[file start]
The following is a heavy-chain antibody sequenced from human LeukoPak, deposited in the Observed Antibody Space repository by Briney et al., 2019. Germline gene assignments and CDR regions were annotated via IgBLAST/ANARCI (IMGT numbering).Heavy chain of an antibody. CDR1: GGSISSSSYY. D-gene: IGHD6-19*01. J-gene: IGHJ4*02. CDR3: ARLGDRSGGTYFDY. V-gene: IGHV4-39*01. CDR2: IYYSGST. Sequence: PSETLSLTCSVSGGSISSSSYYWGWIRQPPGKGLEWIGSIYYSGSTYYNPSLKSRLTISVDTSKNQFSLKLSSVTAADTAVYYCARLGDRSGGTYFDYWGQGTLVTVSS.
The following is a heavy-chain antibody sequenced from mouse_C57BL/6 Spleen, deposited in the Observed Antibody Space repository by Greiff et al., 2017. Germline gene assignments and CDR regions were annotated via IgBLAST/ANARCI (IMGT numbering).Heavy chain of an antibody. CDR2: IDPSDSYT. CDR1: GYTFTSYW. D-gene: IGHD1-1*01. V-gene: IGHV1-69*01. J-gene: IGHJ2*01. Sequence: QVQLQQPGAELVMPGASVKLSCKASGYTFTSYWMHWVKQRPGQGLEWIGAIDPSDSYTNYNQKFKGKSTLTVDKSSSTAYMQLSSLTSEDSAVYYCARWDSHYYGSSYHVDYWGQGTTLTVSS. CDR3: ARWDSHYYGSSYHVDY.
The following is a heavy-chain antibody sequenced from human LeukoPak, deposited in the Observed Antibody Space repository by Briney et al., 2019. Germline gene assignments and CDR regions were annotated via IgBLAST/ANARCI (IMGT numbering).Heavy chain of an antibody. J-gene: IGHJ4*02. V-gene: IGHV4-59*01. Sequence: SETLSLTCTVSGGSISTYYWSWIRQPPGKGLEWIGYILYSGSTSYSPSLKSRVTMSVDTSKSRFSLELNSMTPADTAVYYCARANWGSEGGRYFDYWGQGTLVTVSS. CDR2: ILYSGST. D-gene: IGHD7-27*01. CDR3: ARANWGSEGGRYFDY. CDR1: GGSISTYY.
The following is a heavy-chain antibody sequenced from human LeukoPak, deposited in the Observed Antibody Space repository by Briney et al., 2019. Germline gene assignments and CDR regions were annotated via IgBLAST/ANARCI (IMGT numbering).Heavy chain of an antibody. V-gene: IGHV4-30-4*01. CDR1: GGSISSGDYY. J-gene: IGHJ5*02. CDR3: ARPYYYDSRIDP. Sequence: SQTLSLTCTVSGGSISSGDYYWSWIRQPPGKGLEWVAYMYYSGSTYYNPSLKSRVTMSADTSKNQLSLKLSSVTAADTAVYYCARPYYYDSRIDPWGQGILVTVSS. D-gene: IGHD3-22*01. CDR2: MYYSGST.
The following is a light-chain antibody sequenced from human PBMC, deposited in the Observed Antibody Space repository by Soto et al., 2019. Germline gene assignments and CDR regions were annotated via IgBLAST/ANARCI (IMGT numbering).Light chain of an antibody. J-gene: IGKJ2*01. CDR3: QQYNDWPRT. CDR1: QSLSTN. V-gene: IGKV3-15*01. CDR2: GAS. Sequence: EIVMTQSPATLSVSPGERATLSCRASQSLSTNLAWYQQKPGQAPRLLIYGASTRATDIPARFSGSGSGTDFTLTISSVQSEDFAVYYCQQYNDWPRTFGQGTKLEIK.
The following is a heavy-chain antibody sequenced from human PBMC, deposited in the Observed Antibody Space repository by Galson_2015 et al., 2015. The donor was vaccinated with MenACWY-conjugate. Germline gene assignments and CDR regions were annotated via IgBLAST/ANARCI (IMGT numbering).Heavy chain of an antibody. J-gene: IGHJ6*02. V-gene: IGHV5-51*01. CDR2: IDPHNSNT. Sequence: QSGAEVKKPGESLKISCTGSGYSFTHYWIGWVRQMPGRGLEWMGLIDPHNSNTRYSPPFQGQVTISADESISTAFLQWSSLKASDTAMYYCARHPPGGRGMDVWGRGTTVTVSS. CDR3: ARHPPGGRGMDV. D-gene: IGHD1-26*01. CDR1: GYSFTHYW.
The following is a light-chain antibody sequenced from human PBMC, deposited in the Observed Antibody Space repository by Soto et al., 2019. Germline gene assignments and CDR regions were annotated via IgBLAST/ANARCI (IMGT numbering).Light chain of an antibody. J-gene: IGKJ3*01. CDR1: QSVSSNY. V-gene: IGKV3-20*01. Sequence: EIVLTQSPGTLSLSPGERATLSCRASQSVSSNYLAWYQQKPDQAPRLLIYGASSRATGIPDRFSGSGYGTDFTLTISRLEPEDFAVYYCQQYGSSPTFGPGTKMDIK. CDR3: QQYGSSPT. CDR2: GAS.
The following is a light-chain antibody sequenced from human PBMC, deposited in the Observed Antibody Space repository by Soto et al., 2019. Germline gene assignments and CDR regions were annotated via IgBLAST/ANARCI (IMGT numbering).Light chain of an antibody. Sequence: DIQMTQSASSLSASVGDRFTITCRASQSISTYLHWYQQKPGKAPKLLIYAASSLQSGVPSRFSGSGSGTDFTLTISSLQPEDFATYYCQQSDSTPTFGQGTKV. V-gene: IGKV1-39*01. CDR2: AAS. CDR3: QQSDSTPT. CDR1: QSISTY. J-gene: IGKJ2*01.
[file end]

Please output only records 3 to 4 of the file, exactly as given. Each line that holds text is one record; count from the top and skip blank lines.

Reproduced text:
The following is a heavy-chain antibody sequenced from human LeukoPak, deposited in the Observed Antibody Space repository by Briney et al., 2019. Germline gene assignments and CDR regions were annotated via IgBLAST/ANARCI (IMGT numbering).Heavy chain of an antibody. J-gene: IGHJ4*02. V-gene: IGHV4-59*01. Sequence: SETLSLTCTVSGGSISTYYWSWIRQPPGKGLEWIGYILYSGSTSYSPSLKSRVTMSVDTSKSRFSLELNSMTPADTAVYYCARANWGSEGGRYFDYWGQGTLVTVSS. CDR2: ILYSGST. D-gene: IGHD7-27*01. CDR3: ARANWGSEGGRYFDY. CDR1: GGSISTYY.
The following is a heavy-chain antibody sequenced from human LeukoPak, deposited in the Observed Antibody Space repository by Briney et al., 2019. Germline gene assignments and CDR regions were annotated via IgBLAST/ANARCI (IMGT numbering).Heavy chain of an antibody. V-gene: IGHV4-30-4*01. CDR1: GGSISSGDYY. J-gene: IGHJ5*02. CDR3: ARPYYYDSRIDP. Sequence: SQTLSLTCTVSGGSISSGDYYWSWIRQPPGKGLEWVAYMYYSGSTYYNPSLKSRVTMSADTSKNQLSLKLSSVTAADTAVYYCARPYYYDSRIDPWGQGILVTVSS. D-gene: IGHD3-22*01. CDR2: MYYSGST.